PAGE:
For this, Jakarta has requested the assistance of the World Bank to create a resettlement plan, based on the bank’s own Resettlement Policy Framework.
“We oblige the projects that we finance to follow this framework, and if our client wants to use it for their own, then we of course encourage them,” said Fook Chuan Eng, the World Bank’s senior water and sanitation specialist for Indonesia.
The World Bank currently provides a $140 million loan for a waterway rehabilitation project, called the Jakarta Urban Flood Mitigation Project. It targets 11 major floodways and canals in the city, including parts of the Ciliwung River outside the government’s own Ciliwung revitalization project.
It took Jakarta and the World Bank two years to finalize the resettlement plan in late 2010. The plan requires the government to abide by certain conditions before relocating. For example, the government has to first consult with residents and find alternatives other than relocation before finally providing them an option to relocate.
Jakarta can also seek central government cooperation, and the task of finding resettlement locations falls to the Ministry of Public Housing, which deputy minister Pangihutan Marpaung said was no easy feat.
The first obstacle to finding a suitable location is that resettlement should not be too far from the original location.
“Vertical residential [apartments] was the obvious choice since it maximizes land use,” Pangihutan said.
But further obstacles quickly became apparent.
“Of the seven proposed locations, only one was approved by the Jakarta administration,” Pangihutan said. The proposed locations, he added, were either owned by the provincial government or the local army command.
“The chosen location was a military complex in Manggarai, East Jakarta,” he said.
But the army only agreed to allow housing on seven hectares out of the 23 sought, which could have accommodated 44 apartment towers.
In July, the ministry cut the number of families to be relocated from more than 30,000 to just 7,000, focusing on three areas: Kampung Pulo, Kebon Baru and Kalibata, in East and South Jakarta.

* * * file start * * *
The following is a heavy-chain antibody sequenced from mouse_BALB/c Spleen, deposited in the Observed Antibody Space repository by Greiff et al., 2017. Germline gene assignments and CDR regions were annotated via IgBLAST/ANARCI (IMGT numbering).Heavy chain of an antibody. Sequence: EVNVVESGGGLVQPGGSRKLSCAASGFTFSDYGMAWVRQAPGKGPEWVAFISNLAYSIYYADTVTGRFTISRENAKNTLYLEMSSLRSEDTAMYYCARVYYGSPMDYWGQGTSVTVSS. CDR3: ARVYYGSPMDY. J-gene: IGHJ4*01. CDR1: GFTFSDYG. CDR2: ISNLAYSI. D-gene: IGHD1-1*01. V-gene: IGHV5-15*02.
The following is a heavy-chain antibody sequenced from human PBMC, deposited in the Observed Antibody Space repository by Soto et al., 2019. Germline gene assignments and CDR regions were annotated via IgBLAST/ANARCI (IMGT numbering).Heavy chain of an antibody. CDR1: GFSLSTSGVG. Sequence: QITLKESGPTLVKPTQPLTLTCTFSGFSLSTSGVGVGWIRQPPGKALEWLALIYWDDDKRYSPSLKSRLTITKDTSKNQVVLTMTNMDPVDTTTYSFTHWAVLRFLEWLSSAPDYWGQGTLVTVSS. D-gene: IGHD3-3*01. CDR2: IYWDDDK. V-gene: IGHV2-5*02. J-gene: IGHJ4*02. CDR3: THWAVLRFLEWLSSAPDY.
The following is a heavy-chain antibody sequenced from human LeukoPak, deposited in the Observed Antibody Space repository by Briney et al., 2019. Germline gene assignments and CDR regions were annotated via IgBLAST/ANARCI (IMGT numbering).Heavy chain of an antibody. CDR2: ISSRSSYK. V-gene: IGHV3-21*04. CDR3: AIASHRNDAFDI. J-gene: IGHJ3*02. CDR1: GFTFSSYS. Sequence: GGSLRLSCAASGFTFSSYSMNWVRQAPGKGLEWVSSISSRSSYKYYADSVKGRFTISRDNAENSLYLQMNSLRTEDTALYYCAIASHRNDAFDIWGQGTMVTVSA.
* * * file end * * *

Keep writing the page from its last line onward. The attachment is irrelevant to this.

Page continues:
A further obstacle is that some of the army land is already being used as a residential complex, forcing the government to negotiate over space.
“There is a spatial planning problem, because the area is reserved for buildings under 12 stories, half that planned for the apartments,” Pangihutan said.
“Most of the people here are either street vendors or run small businesses from their homes. If we have to live in apartments, I can’t imagine how it would work with our businesses,” Kurdi said.
“In addition to that, with most of us likely out of work, we will need to think about the rent.”
Kurdi also complained that living in subsidized apartments would make residents feel like they were living in a pigeon hole.
Another resident, Masikin, 45, who sells fried rice and sometimes ketoprak from his food cart, voiced a similar complaint.
“My customers are people from this neighborhood, and I also sometimes go to a school nearby,” he said.
“If there is no other option, maybe I will consider moving, as long as I don’t get a high floor.”
Dian Tri Irawati, from the Rujak Urban Center Studies, said that relocating people was a big challenge.
“People will lose their jobs, their long-established social networks will be damaged and there will be other psychological impacts,” she said.
Edi Saidi, a spokesman for the Urban Poor Consortium, said the government’s approach was inequitable.
“Why can’t they develop a system that lets people living on river banks take care of their environment?”